According to Gen. Terrence J. O’Shaughnessy, U.S. Pacific Air Forces commander, the United States and its allies are prepared to use “rapid, lethal and overwhelming force,” against Kim Jong Un’s North Korean regime, if necessary. His statement, which came at the tail end of ten hours of U.S. led fighter and bomber drills over the Korean peninsula, marks America’s postured response to North Korea’s latest ICBM test launch.
On Friday, North Korea conducted another test launch of their most advanced long-range missile, the Hwansong-14, which experts speculate may be capable of striking U.S. targets as far away as Boston or New York City, and almost certainly has the range required to strike targets on America’s West Coast. While Kim Jong Un has long claimed to have the capability of launching a strike on the U.S. mainland, this recent test has served as the first piece of evidence to suggest he may actually be able to make good on his threats. While Western experts have debated the true level of technological capability Kim’s regime truly possesses, even conservative estimates now claim he may have a reliable ICBM platform by the end of this year.
Since the test on Friday, the United States has launched a multi-faceted response to Kim Jong Un’s most recent provocation. Two B-1B Lancer Bombers, which are supersonic bomber platforms capable of reaching speeds in excess of MACH 1.2 and maneuver much like a fighter jet, were scrambled from Andersen Air Force Base in Guam before being joined by fighters hailing from both Japan and South Korea. The aircraft from each nation then conducted a ten-hour exercise in the region, as a clear show of force directed squarely at Kim.
The B-1B can carry a payload in excess of 75,000 pounds, meaning it can fire a whopping 24 cruise missiles, among other ordnance options. It can also use its on-board Synthetic Aperture Radar system to simultaneously engage multiple moving targets, making it uniquely suited as a means by which to target and destroy mobile missile launch platforms like those seen in North Korean propaganda photos.
The two B-1Bs, four South Korean F-15s, and two Japanese F-2s conducted a number of exercises, including enemy intercepts and formation functions, intended to improve the diverse military assets’ “combined capabilities” and “strengthening the long-standing military-to-military relationships in the region,” the Pentagon said.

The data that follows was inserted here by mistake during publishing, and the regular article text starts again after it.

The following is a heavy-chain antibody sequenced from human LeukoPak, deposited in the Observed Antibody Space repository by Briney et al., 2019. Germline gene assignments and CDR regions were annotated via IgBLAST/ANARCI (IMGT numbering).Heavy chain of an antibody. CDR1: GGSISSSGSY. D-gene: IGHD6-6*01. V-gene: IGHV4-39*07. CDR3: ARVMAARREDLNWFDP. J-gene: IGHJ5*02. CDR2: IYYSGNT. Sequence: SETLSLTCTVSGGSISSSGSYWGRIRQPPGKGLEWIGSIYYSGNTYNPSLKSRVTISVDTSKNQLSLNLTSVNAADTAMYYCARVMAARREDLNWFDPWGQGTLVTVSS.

If the presence of two of the most powerful bombers in the world accompanied by a coalition of international fighters zooming through the skies in Kim’s backyard didn’t get the point across, the U.S. military also conducted another successful test of their THAAD missile defense systems on Sunday, demonstrating America’s ability to intercept and destroy ballistic missiles before they reach their intended targets.
“The U.S. Missile Defense Agency and U.S. Army soldiers of the 11th Air Defense Artillery Brigade from Fort Bliss, Texas, conducted a successful missile defense test today using the Terminal High Altitude Area Defense (THAAD) system,” the Missile Defense Agency said in a statement on Sunday. The missile launched somewhere in the Pacific, was intercepted by a THAAD emplacement in Kodiak Alaska.
“In addition to successfully intercepting the target, the data collected will allow MDA to enhance the THAAD weapon system, our modeling and simulation capabilities, and our ability to stay ahead of the evolving threat,” MDA Director Lt. Gen. Sam Greaves said.
According to General O’Shaughnessy, these responses are not intended to escalate tensions in the region, but rather as a demonstration of American resolve to support our allies and defend our interests, should the worst occur.
“Diplomacy remains the lead. However, we have a responsibility to our allies and our nation to showcase our unwavering commitment while planning for the worst-case scenario,” O’Shaughnessy said.
Combined images courtesy of Wikipedia
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